Coach future in doubt

Injured Ocean Grove playing coach Jordan Jones was forced to coach the game against Portarlington on crutches after he had knee surgery on his right knee. (Mark Heenan Media)

By Mark Heenan

Injured Ocean Grove coach Jordan Jones admits his long-term playing future remains uncertain.

Jones, who turns 29 in June, had knee surgery in May after he ruptured his meniscus in April after the Grubbers’ loss to Queenscliff in Round 3.

The first-year Grubber coach confirmed not playing football on the advice of his surgeon was an option.

Jones only managed to play two senior matches for Ocean Grove in 2019 in Round 1 and Round 3.

“It is something he (the surgeon) did mention just with the risk of having this type of surgery,” Jones told the Voice.

“It is one of many options.”

Currently he is unable to drive a car and is not working during the week and he can’t put weight on his injured right knee for up to six weeks.

Jones concedes he will have to make a tough call on his playing future at season’s end.

“There are a few things I have got to weigh up at the end of this season,” he said.

“I am going to focus on the recovery side of things and we will cross those off as they come by.”

Jones, a former Werribee and Williamstown VFL player who played two AFL games with West Coast in 2010, said there would be ‘potential risks’ with playing again as he recovers from knee surgery.

“It’s not a great surgery to have and the surgeon has already advised me that playing football that there is going to be risks with this and injuring the same injury,” Jones said.

“On top of that the risks of arthritis and potentially having a knee replacement.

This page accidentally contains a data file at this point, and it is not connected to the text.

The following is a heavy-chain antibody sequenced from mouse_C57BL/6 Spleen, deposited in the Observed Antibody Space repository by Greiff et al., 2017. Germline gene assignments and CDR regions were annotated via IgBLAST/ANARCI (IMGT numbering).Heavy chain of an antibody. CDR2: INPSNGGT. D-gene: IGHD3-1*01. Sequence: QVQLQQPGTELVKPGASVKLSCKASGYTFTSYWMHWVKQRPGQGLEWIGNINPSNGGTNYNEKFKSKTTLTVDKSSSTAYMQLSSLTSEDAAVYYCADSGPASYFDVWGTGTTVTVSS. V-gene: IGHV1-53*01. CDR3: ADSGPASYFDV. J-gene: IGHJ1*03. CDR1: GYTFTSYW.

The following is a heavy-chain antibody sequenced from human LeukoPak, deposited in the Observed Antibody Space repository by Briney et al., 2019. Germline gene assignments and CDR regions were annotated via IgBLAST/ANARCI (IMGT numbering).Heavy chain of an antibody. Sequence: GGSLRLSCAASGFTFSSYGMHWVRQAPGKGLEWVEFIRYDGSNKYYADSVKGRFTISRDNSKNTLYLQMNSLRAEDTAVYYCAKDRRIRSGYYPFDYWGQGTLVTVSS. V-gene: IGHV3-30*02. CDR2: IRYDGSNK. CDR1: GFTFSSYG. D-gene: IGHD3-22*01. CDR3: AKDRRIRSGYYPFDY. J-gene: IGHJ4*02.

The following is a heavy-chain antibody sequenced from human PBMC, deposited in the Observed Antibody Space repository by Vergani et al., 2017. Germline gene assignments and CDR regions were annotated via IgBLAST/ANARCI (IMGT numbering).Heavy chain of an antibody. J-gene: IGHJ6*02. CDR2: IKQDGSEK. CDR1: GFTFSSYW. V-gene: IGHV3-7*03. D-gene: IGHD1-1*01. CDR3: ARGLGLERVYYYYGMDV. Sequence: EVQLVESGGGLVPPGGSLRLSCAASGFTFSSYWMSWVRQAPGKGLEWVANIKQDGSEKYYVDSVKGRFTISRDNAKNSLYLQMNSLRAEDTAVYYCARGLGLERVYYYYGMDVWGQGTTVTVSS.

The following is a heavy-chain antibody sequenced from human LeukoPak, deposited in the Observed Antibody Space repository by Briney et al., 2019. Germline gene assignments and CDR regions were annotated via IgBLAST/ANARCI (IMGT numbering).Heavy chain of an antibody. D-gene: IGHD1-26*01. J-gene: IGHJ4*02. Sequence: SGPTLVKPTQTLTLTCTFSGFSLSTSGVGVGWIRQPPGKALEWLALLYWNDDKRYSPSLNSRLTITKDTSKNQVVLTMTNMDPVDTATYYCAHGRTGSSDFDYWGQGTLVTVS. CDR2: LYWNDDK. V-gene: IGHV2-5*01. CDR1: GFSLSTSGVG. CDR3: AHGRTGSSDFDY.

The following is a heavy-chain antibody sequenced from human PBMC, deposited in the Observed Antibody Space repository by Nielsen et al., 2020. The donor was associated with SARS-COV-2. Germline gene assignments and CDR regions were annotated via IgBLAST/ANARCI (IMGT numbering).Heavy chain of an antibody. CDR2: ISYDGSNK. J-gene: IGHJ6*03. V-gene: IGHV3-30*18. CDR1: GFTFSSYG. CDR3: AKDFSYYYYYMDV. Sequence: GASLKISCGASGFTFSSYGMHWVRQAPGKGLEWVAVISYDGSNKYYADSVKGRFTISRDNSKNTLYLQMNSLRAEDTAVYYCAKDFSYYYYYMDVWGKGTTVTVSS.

“He (the surgeon) said it was a little bit worse for wear in my knee – that is obviously 12 to 13 years of playing football and a bit of wear and tear.”

During Ocean Grove’s 82-point victory over Portarlington, Jones was forced to coach the game on crutches and sat on the interchange bench.

Jones said it was uncomfortable to stand on the sidelines and coach for long periods, though he found positives to provide one on one feedback with Grubber players on the interchange bench.

“I had personally didn’t want to stand up for two to three hours because I noticed on Tuesday and Thursday nights at footy training my knee swelled up and I didn’t want that to happen again,” he said.

“There was no issue with the coaching side of things.

“I was probably a little more interactive with the players when they did come off because most of them go and sit down in the dugout so I was able to give (them) direct feedback.

“I thought it worked well.”  

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